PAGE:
The domestic equity market continued to roll right along in August, driven by the Information Technology, Health Care , and Consumer Discretionary sectors. Given the much higher representation of these sectors in the growth indices, it is no surprise that growth outperformed value across the market cap spectrum. The Energy sector was the worst performer for the month, driven by the falling price of oil from its early August highs. This is the fourth consecutive month of positive returns for the large cap indices and the sixth consecutive month for the small cap indices. Positive earnings reports, particularly in the first half of the month, and a strong GDP report allowed investors to shrug off headlines of increasing trade tensions, weaker-than-expected growth outside of the US, and general geopolitical instability. Valuations remain high, particularly in the large cap space, but most of the managers we spoke to this past month continue to believe the company fundamentals support these valuations.
Small caps, as represented by the Russell 2000 Index, led the way, up 4.3% for the month, whereas the Russell 1000 Index was up 3.4%. As noted, the growth versions of the index outperformed in August, with the small cap growth index up 6.2% and large growth index up 5.5%. The Bloomberg Commodity Index as a whole was down ̵1.8%, and the Dow Jones U.S. Select REIT Index was up 3.0% for the month.
The international equity markets1 were quite another story, as the EAFE Index was down 1.9%. Uncertainty around Italy’s budget plans (and the subsequent spike in the 10-year Italian government bond), worries over possible contagion from the currency crisis in Turkey, and escalating global trade tensions were all drags on performance. European markets were down 2.8%, with Italy (-9.5%), Spain (-5.9%), and the UK (-4.2%) being the leading detractors. Japan, despite its continued struggle to generate any significant economic growth, was one of the few bright spots, up 20 basis points on the month. The emerging markets were the bigger story during the month, as the MSCI EM Index declined 2.7%. The situation in Turkey intensified in August, as the US announced the doubling of tariffs on Turkish steel and aluminum imports because of the detainment of a US citizen in Turkey. This put further pressure on the stock market, which was down 29% during the month and more than 50% for the year. The Turkish lira also was down 25% in August against the dollar, as the country is running a significant current account deficit, and inflation hit almost 16% in July. Elsewhere, the Latin American markets were down more than 8%, Russia dropped by just under 7%, and Greece declined 10%.
Domestic fixed income markets2 posted modest returns in August, as interest rates fell during the first three weeks before bouncing slightly higher over the last ten days of the month. The yield on the 2-year Treasury Bill ended five basis points lower, the yield on the 10-year Treasury Note was down ten basis points, and the yield on the 30-year Treasury Bond declined by six basis points. US economic data continued to show strength, but global crises, as noted above, created much higher demand for Treasurys in a flight to safety. Both corporate bonds (+49 basis points) and MBS securities (+61 basis points) underperformed Treasurys (+76 basis points). Higher-quality investment grade corporate bonds outperformed their lower-quality siblings, as spreads widened slightly. Counterintuitively, high yield bonds (+74 basis points) outperformed investment grade corporates , primarily due to the higher coupon income.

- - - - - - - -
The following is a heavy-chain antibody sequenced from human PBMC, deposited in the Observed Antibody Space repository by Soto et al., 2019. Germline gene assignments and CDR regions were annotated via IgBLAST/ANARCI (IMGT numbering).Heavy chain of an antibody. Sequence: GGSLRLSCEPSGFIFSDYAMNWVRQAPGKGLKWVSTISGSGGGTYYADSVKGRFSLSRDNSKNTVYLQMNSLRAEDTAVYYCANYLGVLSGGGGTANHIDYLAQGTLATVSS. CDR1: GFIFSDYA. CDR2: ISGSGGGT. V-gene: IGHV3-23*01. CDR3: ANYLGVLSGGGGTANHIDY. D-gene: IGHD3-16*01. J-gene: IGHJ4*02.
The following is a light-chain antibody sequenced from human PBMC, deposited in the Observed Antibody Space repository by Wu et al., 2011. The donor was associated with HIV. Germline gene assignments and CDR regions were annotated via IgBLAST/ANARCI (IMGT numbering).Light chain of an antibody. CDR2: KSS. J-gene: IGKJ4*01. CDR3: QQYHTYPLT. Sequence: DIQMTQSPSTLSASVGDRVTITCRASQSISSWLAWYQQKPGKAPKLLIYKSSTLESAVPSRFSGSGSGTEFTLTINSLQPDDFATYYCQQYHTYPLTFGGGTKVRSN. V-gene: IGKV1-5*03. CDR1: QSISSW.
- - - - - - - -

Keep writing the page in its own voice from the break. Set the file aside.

The municipal bond market struggled for the first time since April, as muni yields did not fall along with Treasury yields in the first three weeks of the month, but did rise over the last ten days of the month, particularly in the short end of the yield curve. New supply in the municipal bond market remains scarce, whereas municipal mutual funds received steady inflows throughout the month. However, institutional owners (primarily banks and insurance companies) continue to trim their holdings in response to their lowered tax rates. Returns were slightly negative across the first five years of the municipal indices, whereas the 10-year index was up 31 basis points, and the long maturity (22 years and longer) index was up 41 basis points. High yield munis continued their strong year, up 80 basis points in August and 4.9% for the year.
International developed bond markets were down slightly during August, with the Global Aggregate Index (excluding US securities) posting a loss of 31 basis points. Falling rates within the core eurozone were offset by a rise in yields in the European periphery, driven by concerns surrounding the levels of Turkish debt held by Spanish and Italian banks, and Japanese Government Bond yields remained flat. The euro and yen were largely flat versus the US dollar throughout the month; however, the British pound sterling and Australian dollar depreciated, resulting in the dollar-hedged index posting a modest five-basis-point return. Emerging markets bonds were turbulent during the month, following solid performance in July. Country-specific headlines, most notably in Turkey and Argentina, have fueled a crisis of confidence in the asset class, with local currency assets taking the brunt of the blow (-6 .1% versus -1.7% for dollar denominated debt, and ̵1.0% for EM corporates). The asset class as a whole has struggled year to date , but many non-US fixed income managers continue to believe the majority of issuers remain fundamentally sound and offer attractive relative value, though they expect the market to remain volatile over the near term.